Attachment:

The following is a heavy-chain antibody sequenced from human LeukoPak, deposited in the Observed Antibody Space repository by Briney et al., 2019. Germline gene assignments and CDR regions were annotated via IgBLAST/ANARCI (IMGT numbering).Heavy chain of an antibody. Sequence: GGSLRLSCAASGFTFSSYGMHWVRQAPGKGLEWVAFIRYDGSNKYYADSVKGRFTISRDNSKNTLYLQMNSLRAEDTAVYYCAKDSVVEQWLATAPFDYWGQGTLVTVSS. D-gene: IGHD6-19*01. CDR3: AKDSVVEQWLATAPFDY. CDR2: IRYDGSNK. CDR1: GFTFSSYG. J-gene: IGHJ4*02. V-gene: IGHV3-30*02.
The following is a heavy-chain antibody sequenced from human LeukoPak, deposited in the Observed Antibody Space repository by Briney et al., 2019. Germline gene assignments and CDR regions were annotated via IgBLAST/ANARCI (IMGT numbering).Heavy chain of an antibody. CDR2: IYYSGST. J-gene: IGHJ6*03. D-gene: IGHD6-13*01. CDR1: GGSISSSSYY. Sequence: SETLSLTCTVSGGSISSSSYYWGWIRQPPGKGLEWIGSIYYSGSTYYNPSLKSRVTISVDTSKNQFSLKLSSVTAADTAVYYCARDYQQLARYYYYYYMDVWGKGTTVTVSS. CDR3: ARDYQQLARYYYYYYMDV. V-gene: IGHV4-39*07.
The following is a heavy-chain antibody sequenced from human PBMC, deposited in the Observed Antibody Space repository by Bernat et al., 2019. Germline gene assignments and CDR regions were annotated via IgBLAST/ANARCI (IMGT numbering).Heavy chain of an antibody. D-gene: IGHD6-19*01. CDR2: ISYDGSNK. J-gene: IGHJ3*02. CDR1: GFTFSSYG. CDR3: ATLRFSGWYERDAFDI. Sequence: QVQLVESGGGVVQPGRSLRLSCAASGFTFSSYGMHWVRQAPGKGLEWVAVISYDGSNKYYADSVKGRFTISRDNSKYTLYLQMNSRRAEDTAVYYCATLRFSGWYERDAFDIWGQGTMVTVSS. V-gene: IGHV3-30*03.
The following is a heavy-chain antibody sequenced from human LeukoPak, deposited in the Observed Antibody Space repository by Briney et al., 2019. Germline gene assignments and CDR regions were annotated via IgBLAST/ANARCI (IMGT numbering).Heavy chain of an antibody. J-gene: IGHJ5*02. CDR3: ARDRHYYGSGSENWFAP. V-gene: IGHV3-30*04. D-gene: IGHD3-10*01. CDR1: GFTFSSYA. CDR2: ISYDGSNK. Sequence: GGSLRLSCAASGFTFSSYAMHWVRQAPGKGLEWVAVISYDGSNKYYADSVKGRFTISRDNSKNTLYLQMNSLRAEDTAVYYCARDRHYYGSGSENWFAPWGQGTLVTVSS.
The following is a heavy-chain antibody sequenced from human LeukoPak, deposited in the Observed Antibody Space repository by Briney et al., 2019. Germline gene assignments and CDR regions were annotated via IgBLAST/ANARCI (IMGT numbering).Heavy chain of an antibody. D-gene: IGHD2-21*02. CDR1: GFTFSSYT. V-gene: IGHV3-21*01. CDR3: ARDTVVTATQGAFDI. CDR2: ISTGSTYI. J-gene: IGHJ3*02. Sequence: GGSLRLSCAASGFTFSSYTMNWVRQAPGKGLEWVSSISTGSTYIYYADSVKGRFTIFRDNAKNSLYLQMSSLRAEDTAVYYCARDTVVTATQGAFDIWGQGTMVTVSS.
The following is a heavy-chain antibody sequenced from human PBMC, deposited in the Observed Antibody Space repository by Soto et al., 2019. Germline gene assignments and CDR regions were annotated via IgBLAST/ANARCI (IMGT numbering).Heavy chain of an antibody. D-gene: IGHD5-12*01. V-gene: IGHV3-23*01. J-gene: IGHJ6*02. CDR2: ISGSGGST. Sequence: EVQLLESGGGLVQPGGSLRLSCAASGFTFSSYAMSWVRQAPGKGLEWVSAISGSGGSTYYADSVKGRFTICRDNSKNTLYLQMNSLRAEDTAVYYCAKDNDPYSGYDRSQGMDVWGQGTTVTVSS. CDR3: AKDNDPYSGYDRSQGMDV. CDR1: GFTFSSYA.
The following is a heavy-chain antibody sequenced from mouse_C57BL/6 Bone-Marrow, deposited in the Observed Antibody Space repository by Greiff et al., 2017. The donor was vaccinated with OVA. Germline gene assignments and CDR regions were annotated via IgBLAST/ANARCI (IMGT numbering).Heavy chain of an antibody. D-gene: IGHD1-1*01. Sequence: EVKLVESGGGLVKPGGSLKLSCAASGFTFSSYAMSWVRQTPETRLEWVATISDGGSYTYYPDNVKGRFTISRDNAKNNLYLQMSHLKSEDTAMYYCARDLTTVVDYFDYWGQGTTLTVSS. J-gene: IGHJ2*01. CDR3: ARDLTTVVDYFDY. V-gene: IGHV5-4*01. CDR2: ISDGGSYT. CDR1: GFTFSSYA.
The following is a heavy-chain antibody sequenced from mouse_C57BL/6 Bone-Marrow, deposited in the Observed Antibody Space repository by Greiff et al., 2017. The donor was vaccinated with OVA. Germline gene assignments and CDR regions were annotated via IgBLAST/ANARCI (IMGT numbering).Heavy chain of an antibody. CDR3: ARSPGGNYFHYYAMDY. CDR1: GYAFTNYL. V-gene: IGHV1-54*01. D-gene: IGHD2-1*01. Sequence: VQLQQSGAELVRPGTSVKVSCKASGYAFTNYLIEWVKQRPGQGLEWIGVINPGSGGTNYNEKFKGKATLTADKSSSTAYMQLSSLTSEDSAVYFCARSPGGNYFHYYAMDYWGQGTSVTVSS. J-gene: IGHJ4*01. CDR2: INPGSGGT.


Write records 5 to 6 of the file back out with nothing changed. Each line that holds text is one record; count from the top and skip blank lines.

The following is a heavy-chain antibody sequenced from human LeukoPak, deposited in the Observed Antibody Space repository by Briney et al., 2019. Germline gene assignments and CDR regions were annotated via IgBLAST/ANARCI (IMGT numbering).Heavy chain of an antibody. D-gene: IGHD2-21*02. CDR1: GFTFSSYT. V-gene: IGHV3-21*01. CDR3: ARDTVVTATQGAFDI. CDR2: ISTGSTYI. J-gene: IGHJ3*02. Sequence: GGSLRLSCAASGFTFSSYTMNWVRQAPGKGLEWVSSISTGSTYIYYADSVKGRFTIFRDNAKNSLYLQMSSLRAEDTAVYYCARDTVVTATQGAFDIWGQGTMVTVSS.
The following is a heavy-chain antibody sequenced from human PBMC, deposited in the Observed Antibody Space repository by Soto et al., 2019. Germline gene assignments and CDR regions were annotated via IgBLAST/ANARCI (IMGT numbering).Heavy chain of an antibody. D-gene: IGHD5-12*01. V-gene: IGHV3-23*01. J-gene: IGHJ6*02. CDR2: ISGSGGST. Sequence: EVQLLESGGGLVQPGGSLRLSCAASGFTFSSYAMSWVRQAPGKGLEWVSAISGSGGSTYYADSVKGRFTICRDNSKNTLYLQMNSLRAEDTAVYYCAKDNDPYSGYDRSQGMDVWGQGTTVTVSS. CDR3: AKDNDPYSGYDRSQGMDV. CDR1: GFTFSSYA.